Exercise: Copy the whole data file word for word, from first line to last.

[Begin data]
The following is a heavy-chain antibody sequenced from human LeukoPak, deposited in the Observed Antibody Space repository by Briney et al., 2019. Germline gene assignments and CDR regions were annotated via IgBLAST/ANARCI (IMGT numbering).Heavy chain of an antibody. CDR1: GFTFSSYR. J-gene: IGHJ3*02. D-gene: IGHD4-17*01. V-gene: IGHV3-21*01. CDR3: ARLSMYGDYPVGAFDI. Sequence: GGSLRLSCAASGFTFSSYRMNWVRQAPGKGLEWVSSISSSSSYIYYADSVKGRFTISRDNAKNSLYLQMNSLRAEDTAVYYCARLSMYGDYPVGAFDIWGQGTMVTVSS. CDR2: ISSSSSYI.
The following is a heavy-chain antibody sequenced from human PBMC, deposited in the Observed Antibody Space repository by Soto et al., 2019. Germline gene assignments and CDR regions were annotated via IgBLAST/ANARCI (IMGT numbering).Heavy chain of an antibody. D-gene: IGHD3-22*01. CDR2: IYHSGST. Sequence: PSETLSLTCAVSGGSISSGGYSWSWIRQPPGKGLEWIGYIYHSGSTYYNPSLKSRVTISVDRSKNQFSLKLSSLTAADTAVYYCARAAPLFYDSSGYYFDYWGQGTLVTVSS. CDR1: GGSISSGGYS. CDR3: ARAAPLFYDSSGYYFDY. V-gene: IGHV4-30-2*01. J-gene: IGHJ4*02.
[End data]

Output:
The following is a heavy-chain antibody sequenced from human LeukoPak, deposited in the Observed Antibody Space repository by Briney et al., 2019. Germline gene assignments and CDR regions were annotated via IgBLAST/ANARCI (IMGT numbering).Heavy chain of an antibody. CDR1: GFTFSSYR. J-gene: IGHJ3*02. D-gene: IGHD4-17*01. V-gene: IGHV3-21*01. CDR3: ARLSMYGDYPVGAFDI. Sequence: GGSLRLSCAASGFTFSSYRMNWVRQAPGKGLEWVSSISSSSSYIYYADSVKGRFTISRDNAKNSLYLQMNSLRAEDTAVYYCARLSMYGDYPVGAFDIWGQGTMVTVSS. CDR2: ISSSSSYI.
The following is a heavy-chain antibody sequenced from human PBMC, deposited in the Observed Antibody Space repository by Soto et al., 2019. Germline gene assignments and CDR regions were annotated via IgBLAST/ANARCI (IMGT numbering).Heavy chain of an antibody. D-gene: IGHD3-22*01. CDR2: IYHSGST. Sequence: PSETLSLTCAVSGGSISSGGYSWSWIRQPPGKGLEWIGYIYHSGSTYYNPSLKSRVTISVDRSKNQFSLKLSSLTAADTAVYYCARAAPLFYDSSGYYFDYWGQGTLVTVSS. CDR1: GGSISSGGYS. CDR3: ARAAPLFYDSSGYYFDY. V-gene: IGHV4-30-2*01. J-gene: IGHJ4*02.